It could be the feeling of pushing themselves right next to someone else who is next to another person just like you.

 

Regardless of what takes them there - they are there.

 

It is the time spent training our body, regardless of modality or end goal, in which we can truly grow. We are so focused upon the external adaptations that will occur as a result of our training that we quickly overlook the changes within us. 

 

That is the ultimate value of training.

 

It is easy enough, simple really, to point at the growth of muscle tissue, or body fat's vanishing act - and affirm that training is effective. It is obvious to look at the increase in the miles left behind your feet and know that you are improving your ability to run. 

 

Absolutely we should train to improve our health and performance markers. There is no excuse in the book good enough to justify laziness and overindulgence. Your cells are a product of your efforts, and those efforts should be towards improving the physical condition of your body.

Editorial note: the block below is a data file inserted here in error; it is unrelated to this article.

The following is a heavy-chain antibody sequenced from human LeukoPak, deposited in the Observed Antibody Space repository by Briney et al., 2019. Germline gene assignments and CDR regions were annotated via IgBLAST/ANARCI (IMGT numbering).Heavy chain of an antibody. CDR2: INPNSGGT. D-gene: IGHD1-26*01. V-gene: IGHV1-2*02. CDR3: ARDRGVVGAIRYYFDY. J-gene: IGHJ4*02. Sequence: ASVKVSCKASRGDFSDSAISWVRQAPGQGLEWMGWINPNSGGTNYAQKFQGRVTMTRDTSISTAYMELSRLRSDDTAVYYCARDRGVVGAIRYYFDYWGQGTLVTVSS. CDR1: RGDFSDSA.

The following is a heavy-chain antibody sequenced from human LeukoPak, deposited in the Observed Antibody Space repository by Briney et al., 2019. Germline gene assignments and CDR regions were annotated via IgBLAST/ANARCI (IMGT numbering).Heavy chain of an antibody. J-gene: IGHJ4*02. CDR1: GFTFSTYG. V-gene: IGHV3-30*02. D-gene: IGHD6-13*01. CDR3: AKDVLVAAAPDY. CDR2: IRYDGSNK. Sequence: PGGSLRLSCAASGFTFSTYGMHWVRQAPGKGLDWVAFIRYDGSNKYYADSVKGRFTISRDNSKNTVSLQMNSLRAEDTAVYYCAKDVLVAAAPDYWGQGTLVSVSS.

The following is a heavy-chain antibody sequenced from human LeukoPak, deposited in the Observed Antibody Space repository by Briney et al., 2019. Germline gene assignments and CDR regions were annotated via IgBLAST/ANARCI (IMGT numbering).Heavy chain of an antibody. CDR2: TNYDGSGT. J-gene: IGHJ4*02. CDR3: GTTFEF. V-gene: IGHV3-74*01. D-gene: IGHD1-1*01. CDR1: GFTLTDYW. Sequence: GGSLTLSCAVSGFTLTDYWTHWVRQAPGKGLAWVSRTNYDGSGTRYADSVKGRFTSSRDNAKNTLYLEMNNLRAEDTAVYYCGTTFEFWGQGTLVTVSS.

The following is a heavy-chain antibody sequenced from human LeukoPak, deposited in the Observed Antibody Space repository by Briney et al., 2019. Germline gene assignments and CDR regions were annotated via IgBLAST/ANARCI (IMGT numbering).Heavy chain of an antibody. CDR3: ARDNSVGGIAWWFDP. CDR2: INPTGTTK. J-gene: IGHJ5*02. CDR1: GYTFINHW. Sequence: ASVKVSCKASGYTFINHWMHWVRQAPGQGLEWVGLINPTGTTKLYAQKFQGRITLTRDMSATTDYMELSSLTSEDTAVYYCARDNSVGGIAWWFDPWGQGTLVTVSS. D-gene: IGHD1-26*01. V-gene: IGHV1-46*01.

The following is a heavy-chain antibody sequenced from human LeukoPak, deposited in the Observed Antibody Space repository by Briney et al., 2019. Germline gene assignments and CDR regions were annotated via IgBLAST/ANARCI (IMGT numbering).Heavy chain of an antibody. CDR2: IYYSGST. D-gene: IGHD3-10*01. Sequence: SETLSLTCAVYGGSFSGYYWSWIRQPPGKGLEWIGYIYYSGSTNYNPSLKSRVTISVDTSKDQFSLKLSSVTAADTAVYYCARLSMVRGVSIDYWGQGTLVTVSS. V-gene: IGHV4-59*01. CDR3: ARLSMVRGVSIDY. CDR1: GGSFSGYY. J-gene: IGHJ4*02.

Go to the gym with the intent to break your previous bests, to burn those calories, and to build every strand of muscle tissue you can. Every dumbbell press, warrior pose, and minute spent doing cardio should be to accelerate your progress towards physical improvements.

 

Remain resolute that every moment spent improving your body will allow you to better interact with the world around you, and know that you might be able to improve that too.